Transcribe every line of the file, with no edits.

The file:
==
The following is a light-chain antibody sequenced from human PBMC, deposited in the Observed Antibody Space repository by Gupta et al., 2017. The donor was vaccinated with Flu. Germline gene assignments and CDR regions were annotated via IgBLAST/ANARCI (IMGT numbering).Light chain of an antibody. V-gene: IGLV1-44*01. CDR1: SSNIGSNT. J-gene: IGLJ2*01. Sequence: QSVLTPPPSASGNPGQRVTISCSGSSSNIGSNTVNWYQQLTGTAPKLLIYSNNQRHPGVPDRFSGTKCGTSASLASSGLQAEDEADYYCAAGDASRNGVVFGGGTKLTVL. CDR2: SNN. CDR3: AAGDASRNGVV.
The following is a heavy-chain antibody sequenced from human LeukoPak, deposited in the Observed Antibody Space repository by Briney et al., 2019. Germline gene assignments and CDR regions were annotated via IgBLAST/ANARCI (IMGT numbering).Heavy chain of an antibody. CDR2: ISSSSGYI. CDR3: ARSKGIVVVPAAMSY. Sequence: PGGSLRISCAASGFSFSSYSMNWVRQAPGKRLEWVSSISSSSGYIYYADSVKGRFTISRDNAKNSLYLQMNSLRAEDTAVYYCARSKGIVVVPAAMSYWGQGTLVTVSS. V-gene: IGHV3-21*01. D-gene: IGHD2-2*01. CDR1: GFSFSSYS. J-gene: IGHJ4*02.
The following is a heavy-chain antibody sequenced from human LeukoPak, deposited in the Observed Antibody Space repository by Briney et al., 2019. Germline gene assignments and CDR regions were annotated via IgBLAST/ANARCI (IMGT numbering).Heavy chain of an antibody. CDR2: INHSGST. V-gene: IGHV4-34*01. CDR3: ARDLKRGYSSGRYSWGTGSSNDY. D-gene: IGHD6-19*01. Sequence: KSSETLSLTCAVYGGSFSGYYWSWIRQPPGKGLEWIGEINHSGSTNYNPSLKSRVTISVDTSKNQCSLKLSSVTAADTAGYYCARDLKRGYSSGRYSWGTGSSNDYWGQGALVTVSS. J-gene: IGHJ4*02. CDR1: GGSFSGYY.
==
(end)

The following is a light-chain antibody sequenced from human PBMC, deposited in the Observed Antibody Space repository by Gupta et al., 2017. The donor was vaccinated with Flu. Germline gene assignments and CDR regions were annotated via IgBLAST/ANARCI (IMGT numbering).Light chain of an antibody. V-gene: IGLV1-44*01. CDR1: SSNIGSNT. J-gene: IGLJ2*01. Sequence: QSVLTPPPSASGNPGQRVTISCSGSSSNIGSNTVNWYQQLTGTAPKLLIYSNNQRHPGVPDRFSGTKCGTSASLASSGLQAEDEADYYCAAGDASRNGVVFGGGTKLTVL. CDR2: SNN. CDR3: AAGDASRNGVV.
The following is a heavy-chain antibody sequenced from human LeukoPak, deposited in the Observed Antibody Space repository by Briney et al., 2019. Germline gene assignments and CDR regions were annotated via IgBLAST/ANARCI (IMGT numbering).Heavy chain of an antibody. CDR2: ISSSSGYI. CDR3: ARSKGIVVVPAAMSY. Sequence: PGGSLRISCAASGFSFSSYSMNWVRQAPGKRLEWVSSISSSSGYIYYADSVKGRFTISRDNAKNSLYLQMNSLRAEDTAVYYCARSKGIVVVPAAMSYWGQGTLVTVSS. V-gene: IGHV3-21*01. D-gene: IGHD2-2*01. CDR1: GFSFSSYS. J-gene: IGHJ4*02.
The following is a heavy-chain antibody sequenced from human LeukoPak, deposited in the Observed Antibody Space repository by Briney et al., 2019. Germline gene assignments and CDR regions were annotated via IgBLAST/ANARCI (IMGT numbering).Heavy chain of an antibody. CDR2: INHSGST. V-gene: IGHV4-34*01. CDR3: ARDLKRGYSSGRYSWGTGSSNDY. D-gene: IGHD6-19*01. Sequence: KSSETLSLTCAVYGGSFSGYYWSWIRQPPGKGLEWIGEINHSGSTNYNPSLKSRVTISVDTSKNQCSLKLSSVTAADTAGYYCARDLKRGYSSGRYSWGTGSSNDYWGQGALVTVSS. J-gene: IGHJ4*02. CDR1: GGSFSGYY.